DEAR GAIL: We are getting ready to purchase a new sofa and have just rescued a puppy. This is our first time having a dog and wanted to know if there are any particular fabrics that are best with pets. Thanks. - Marty and Al
DEAR MARTY AND AL: Good question to ask before buying a new sofa. Of course, first you have to decide if you are going to let your pet up on the furniture. If you're not, you can consider most fabrics. But you still have to keep in mind if it is going to lay by your feet, the oil from its coat will stain many fabrics.
I actually have very good experience with this because, at first, we did not let Maddy, our Sheltie, up on the sofa. But then I had surgery and was home for a couple of months and wanted company with me during the day while recuperating on the sofa.
So, to help keep your sanity, here are seven fabrics and tips to consider for an easy-to-keep, good-looking and longer-lasting sofa.
Leather: Leather can stand up to most pets. It is easy to clean and hair does not cling to it. But, on the down side, their nails can scratch and leave holes. If you want leather, two choices are distressed bomber-style leather or a full-aniline-dyed. Full-aniline-dyed leather is dyed all the way through versus a surface-applied finish.
Microfiber: This is my personal favorite and is also known as ultrasuede. It is easy to maintain as you can clean it with soap and water, the hair comes off with a lint brush and their nails don't catch in the fabric. It is also a great, long-lasting wear fabric.
Crypton: Crypton is a super stain-, water- and bacteria-resistant fabric. It's a solution that is engineered right into the fabric, encapsulating every fiber. This fabric is highly used on commercial seating, so you won't find it in any furniture stores just yet.
But if you're reupholstering, I would call a designer and search it out. It can be stiffer than normal fabrics, but more choices are being made that are softer to the touch, especially in ultrasuede. Water actually runs right off the fabric, so cleaning is a breeze.
Double rub: What the heck is double rub? A double-rub test is a durability test meant to simulate a person getting into and out of a chair and assessing how the upholstered fabric holds up to wearing against another fabric. The higher the number, the better it wears. This is extremely important in commercial fabric, but every fabric on the market has gone through this testing.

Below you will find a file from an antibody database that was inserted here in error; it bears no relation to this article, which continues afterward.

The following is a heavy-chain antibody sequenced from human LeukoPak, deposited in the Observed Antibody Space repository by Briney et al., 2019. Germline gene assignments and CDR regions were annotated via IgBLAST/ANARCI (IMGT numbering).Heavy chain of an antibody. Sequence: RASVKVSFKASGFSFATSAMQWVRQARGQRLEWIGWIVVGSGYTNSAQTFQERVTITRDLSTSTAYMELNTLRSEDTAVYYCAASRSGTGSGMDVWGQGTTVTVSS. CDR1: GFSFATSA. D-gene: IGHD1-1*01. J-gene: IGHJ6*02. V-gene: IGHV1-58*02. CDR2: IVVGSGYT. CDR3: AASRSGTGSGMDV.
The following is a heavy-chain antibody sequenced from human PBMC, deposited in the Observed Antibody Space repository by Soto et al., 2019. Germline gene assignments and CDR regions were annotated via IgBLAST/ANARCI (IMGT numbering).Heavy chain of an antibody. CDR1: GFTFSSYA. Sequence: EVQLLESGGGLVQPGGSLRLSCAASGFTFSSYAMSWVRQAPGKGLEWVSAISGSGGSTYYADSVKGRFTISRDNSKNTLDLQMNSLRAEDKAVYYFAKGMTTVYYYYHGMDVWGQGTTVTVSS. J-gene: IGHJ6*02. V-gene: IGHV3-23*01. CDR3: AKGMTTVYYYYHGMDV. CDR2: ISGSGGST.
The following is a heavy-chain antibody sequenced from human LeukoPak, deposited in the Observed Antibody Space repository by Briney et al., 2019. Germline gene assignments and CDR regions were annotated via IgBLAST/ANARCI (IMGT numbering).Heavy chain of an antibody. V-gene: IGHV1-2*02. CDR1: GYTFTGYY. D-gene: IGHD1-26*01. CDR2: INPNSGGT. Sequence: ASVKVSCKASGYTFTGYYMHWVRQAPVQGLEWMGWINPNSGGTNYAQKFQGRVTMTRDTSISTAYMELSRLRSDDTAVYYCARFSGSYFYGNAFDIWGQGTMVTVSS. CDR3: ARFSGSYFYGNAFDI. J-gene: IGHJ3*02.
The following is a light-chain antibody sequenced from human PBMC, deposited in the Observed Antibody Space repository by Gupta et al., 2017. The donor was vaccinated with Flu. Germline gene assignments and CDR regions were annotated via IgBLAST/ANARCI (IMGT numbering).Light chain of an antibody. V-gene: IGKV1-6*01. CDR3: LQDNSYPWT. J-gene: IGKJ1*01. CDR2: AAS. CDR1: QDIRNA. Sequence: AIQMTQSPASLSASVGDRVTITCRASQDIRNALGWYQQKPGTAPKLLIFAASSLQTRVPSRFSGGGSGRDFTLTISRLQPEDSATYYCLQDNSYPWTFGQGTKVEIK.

Now understand most furniture store salespeople will not know about this. For those pieces that come in one fabric, they'll have no way of knowing since it is shipped that way from the manufacturer. But some of the higher-end furniture stores can find out. If you're reupholstering, make sure to ask your designer what this number is.
Here are some guidelines: 15,000-20,000 is light-to-general residential use, 25,000 is heavy-duty residential use and 30,000-plus is commercial use.
Don't be afraid to use a commercial fabric in your home; I do it all the time. It may cost a little more but I find it lasts longer.
Open and nubby weaves: These fabrics can be nightmares for pet owners. Hair weaves its way into the fabric and sometimes is impossible to get out without tweezers. Lint rollers and vacuuming get most, but not all. Even fabrics with a tight weave can be exhausting to keep clean. You also have to consider your pet's nails, which can easily get caught, causing possible injury to them and snags for you.
Patterned fabric: Patterns are definitely more forgiving than solids when hiding dirt, stains and hair but you still have to consider the type of fabric it is. A big downside to patterns is that they do go in and out of style.
Cotton slip covers: If slip covers work with your style, they are great since they can be changed and laundered.
One last thing to consider is color. If your pet is white, obviously a dark color will show every hair between cleaning as will dark hair on a light fabric. I hate to suggest choosing a color to match your pet's hairs, as you might add to the family, but do think about it.
I personally don't believe in keeping your furniture covered until company comes over as you should enjoy and live in your home. I feel the same way about keeping the walls white because you're going to sell your home one day.
The best suggestion I can give you is to purchase a couple of yards of the type of fabric you are considering at a discount fabric store. Place it on the seat and see how it works for you.
Gail Mayhugh, owner of GMJ Interiors, is a professional interior designer and author of a book on the subject. Questions may be sent by email to: email@example.com. Or, mail to: 7380 S. Eastern Ave., No. 124-272, Las Vegas, NV 89123. Her Web address is: www.GMJinteriors.com.